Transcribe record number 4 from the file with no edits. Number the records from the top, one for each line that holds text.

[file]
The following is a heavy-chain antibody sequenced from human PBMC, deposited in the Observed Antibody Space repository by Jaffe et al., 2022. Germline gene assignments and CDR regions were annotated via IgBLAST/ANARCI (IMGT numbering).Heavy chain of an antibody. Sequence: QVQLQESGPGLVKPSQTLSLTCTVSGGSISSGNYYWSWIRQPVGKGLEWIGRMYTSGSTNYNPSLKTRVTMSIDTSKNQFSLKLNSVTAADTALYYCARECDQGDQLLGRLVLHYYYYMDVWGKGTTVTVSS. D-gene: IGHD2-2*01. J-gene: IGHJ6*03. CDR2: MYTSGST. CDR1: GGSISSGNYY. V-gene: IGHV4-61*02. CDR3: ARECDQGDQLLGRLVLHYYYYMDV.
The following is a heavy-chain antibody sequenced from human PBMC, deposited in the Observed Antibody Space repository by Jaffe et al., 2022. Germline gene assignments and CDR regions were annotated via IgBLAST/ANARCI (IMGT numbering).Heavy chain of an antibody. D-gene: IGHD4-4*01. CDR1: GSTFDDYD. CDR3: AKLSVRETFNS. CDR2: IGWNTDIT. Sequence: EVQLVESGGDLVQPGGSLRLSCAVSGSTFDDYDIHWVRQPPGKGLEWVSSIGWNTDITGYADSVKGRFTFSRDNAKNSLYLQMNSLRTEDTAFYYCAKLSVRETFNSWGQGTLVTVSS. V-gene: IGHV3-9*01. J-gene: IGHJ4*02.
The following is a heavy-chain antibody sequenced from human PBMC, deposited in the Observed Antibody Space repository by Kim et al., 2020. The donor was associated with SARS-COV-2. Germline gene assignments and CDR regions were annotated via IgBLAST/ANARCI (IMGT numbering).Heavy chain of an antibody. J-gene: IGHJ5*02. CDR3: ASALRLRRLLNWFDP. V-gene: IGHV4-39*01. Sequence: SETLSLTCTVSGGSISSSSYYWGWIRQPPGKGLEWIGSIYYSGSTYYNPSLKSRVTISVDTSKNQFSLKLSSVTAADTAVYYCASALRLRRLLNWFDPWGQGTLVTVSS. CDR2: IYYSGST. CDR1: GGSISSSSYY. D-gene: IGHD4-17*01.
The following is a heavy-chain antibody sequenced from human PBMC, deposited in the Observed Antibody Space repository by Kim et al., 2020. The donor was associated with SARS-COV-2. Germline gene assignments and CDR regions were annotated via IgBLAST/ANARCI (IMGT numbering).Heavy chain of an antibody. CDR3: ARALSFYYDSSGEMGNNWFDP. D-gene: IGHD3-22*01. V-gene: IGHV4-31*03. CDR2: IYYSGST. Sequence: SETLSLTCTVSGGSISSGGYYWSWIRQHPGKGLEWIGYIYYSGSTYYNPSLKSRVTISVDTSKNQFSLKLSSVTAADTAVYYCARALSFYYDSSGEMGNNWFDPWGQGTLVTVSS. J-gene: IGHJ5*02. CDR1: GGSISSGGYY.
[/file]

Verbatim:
The following is a heavy-chain antibody sequenced from human PBMC, deposited in the Observed Antibody Space repository by Kim et al., 2020. The donor was associated with SARS-COV-2. Germline gene assignments and CDR regions were annotated via IgBLAST/ANARCI (IMGT numbering).Heavy chain of an antibody. CDR3: ARALSFYYDSSGEMGNNWFDP. D-gene: IGHD3-22*01. V-gene: IGHV4-31*03. CDR2: IYYSGST. Sequence: SETLSLTCTVSGGSISSGGYYWSWIRQHPGKGLEWIGYIYYSGSTYYNPSLKSRVTISVDTSKNQFSLKLSSVTAADTAVYYCARALSFYYDSSGEMGNNWFDPWGQGTLVTVSS. J-gene: IGHJ5*02. CDR1: GGSISSGGYY.